The Ins and Outs of Bow Presses

If you want to be a compound coach, do you need a bow press or at least need to know how to use one? I think the answers are “yes” and “yes.” Compound bows were invented before the bow press. In those early days (the 1970s and 80s), it was the practice that to work on a compound bow, you slacked the string and cables or even dismantled it by backing out the limb bolts. This was a clumsy process which could be dangerous and, for one, screwed up any chance of finding your previous bow setup and tune accurately.

For those of you not in the know, compound bows use mechanical advantage to bend very stiff limbs, very short distances. In those early days, again, there were even kits to convert recurve bows into compounds: they involved cutting off the recurve sections and bolting on wheel hangers, etc. These bows, even without their springy limb tips were invariably weaker than purpose made compound bows, which used much heavier limbs (over 100 pounds of deflection force at a minimum).

Technicians in shops and manufacturers responsible for assembly, repair, and adjustment of these bows quickly realized the need for a device such as a bow press and voila!

The photo shows a couple of common modern designs, the yellow one was designed for older bows, the other for more modern bows. The yellow one worked until the past decade or so. The bow was placed so that the limbs rested on the outer rubber rollers, which were adjustable to make a correct gap between them. Then a winch pulled the riser, which was hanging below, downward, causing the limb tips to bend closer to one another, slackening the string and cables (see photo at bottom). The original presses were more like the yellow one, but they involved a single center pull (at the pivot point of the bow). It only took a few dozen bent or cracked risers (they were wood or cast, not forged, aluminum then) to suggest the improvement of having a double pull (note the two central rubber wheels on the yellow press), this perfecting the design.

That design lasted until compound bow’s evolved toward what are called “parallel limb” designs. These bows have limbs that are parallel to one another or even past that point. The original design of bow press no longer worked because the limbs didn’t stick out far enough to get bent; the bow just pulled through the outside rollers!

The other bow press has “fingers” that approach the limb tips on both sides of the eccentric on both ends of the bow (see detail left). Then a screw drive (powered or manual) brings those two ends of the bow closer together, getting the job done. This new type of press will work on newer and older style bows as long as the bow is short enough to fit between the fingers! In the early days of compound bows, the bows weren’t short like they are now. Instead of 30˝-38˝ axle-to-axle bows as are currently in vogue, they had 48˝, even up to 54˝, axle-to-axle bows. Modern bow press manufacturers are unlikely to make their presses accommodating of these very long compounds as so few still exist.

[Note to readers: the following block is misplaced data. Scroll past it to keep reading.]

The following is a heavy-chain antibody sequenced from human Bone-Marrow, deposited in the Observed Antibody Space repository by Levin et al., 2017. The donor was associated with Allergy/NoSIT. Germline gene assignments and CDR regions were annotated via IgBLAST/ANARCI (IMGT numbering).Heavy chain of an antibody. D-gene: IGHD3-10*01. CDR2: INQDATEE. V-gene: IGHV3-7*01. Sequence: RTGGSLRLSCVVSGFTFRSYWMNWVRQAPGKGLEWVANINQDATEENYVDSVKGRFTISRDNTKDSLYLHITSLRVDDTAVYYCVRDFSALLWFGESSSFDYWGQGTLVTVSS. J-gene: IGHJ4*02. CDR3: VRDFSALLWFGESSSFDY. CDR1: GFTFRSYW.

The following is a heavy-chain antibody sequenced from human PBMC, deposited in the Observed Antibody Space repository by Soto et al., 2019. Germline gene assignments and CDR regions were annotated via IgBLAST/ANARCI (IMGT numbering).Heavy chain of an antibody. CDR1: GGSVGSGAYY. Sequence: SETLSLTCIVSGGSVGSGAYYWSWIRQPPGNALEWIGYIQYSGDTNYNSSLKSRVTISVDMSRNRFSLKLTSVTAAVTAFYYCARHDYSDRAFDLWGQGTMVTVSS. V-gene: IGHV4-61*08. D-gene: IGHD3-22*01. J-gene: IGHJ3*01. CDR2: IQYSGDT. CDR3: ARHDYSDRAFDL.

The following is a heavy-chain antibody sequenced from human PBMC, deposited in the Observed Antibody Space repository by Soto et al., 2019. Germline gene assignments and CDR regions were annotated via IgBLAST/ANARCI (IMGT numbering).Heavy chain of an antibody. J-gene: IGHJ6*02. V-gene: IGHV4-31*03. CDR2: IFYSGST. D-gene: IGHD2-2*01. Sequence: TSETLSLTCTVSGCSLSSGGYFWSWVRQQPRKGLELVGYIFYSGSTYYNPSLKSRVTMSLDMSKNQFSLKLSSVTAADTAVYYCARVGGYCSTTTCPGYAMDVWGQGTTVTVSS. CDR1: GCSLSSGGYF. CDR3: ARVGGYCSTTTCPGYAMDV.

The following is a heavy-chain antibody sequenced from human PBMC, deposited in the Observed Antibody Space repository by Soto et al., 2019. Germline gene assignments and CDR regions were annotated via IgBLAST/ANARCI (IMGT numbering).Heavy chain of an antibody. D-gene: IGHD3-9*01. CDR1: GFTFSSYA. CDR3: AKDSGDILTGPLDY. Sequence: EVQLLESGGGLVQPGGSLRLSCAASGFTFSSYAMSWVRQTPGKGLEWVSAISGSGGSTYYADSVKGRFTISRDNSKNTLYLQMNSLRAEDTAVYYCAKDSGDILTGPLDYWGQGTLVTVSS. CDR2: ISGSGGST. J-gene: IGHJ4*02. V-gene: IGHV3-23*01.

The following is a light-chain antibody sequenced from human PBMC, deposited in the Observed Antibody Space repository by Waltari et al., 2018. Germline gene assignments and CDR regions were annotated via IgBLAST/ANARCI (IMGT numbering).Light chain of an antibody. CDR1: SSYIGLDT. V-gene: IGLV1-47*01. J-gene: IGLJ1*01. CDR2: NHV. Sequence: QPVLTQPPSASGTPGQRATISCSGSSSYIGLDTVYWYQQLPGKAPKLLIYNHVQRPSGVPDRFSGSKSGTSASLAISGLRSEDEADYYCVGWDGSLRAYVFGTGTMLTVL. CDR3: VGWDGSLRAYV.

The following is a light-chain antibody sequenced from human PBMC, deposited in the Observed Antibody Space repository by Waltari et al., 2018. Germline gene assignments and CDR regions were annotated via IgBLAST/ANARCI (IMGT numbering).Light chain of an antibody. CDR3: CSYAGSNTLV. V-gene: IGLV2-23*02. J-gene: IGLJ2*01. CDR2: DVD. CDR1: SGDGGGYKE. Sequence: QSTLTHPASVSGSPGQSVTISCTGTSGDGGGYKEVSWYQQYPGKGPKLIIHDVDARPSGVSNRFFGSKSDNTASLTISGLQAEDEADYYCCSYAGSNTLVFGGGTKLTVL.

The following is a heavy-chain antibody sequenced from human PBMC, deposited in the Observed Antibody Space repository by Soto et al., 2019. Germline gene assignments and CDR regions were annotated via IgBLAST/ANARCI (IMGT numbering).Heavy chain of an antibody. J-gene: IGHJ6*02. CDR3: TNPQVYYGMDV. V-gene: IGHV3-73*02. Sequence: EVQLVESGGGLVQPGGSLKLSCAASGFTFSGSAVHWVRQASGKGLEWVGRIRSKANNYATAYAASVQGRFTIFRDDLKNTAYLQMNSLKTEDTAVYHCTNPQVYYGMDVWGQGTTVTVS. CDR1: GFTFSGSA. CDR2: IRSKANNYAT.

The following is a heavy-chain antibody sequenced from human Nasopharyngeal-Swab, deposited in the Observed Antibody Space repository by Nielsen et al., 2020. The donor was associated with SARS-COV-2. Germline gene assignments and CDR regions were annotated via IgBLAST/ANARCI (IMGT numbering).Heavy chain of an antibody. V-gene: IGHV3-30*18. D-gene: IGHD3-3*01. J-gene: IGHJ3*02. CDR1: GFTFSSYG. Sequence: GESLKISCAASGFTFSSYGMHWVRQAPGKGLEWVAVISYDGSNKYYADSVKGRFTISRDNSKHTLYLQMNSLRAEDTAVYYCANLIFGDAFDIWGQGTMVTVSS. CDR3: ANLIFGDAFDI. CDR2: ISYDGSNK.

This press was my first press. I still have it as I have quite a few older bows.

Danger! Danger, Will Robinson!
Using a bow press is inherently dangerous, so be sure to get a seasoned veteran of their use show you how to use one. The forces involved are great (hundreds of pounds of force) and, trust me, if you make a big mistake, changing your underwear will be the least of your worries.





Filed under For All Coaches

2 responses to “The Ins and Outs of Bow Presses

  1. Tom Dorigatti

    In the very early 1990’s, HOYT, USA accommodated the “pressing the bow” situation by installing grooved “buttons” at the riser end of the limb forks by replacing the standard limb buttons with the grooved limb buttons.
    You simply made a “bastard string” that you would hook on one end of the bow, have a friend (or try it yourself) draw back the bow to full draw, and then hook up the other end to “press” the bow so you could twist up string and cables (all synthetic fast-flite system, back then) for fine tuning, or get the string slackened so you could adjust the turn of the peep sight.
    The BAD thing about this was the sharp edges of those “buttons” would fray the bastard string, so you had to watch it very, very, closely.
    The answer was a “portable bow press” that was comprised of an adjustable length of steel cable which had, upon each end a short post that you placed into the limb fork. Then you could used the portable bow press and the cantilever to “press the bow.” These things were doubly dangerous, because they could break at the wrong time, AND…if you bumped the cantilever, the entire thing would come crashing down. I had a friend who got his fingers busted big time when he accidentally undid the canter lever while he was fiddling by the bottom eccentric reinstalling the string when the thing let loose on him.
    They still have those items around…but I wouldn’t ever use one again! Learned my lesson more than once with both the bastard string and the portable bow presses.
    I don’t have any photos of these sinful items to post. Besides that, I wouldn’t want any of you readers to get “ideas” and try to make one of these highly dangerous devices.
    One other means of pressing a bow in a dire emergency is to get the bow drawn back and insert a screwdriver or strong solid object thru the cams at each end and then slowly let the bow down so the limbs hold the screwdriver in place and the bow can be relaxed…BUT…you are asking for potential marring of the limbs and with some thin cams potential cracking of the cam(s).
    Better off to spend the money and get a high quality bow press you can rely on.


  2. Tom Dorigatti

    Here is a link so you can look at photos of various “portable bow presses” that have been out there for years:
    Enjoy…but do NOT try to make one yourself. You are asking for trouble.


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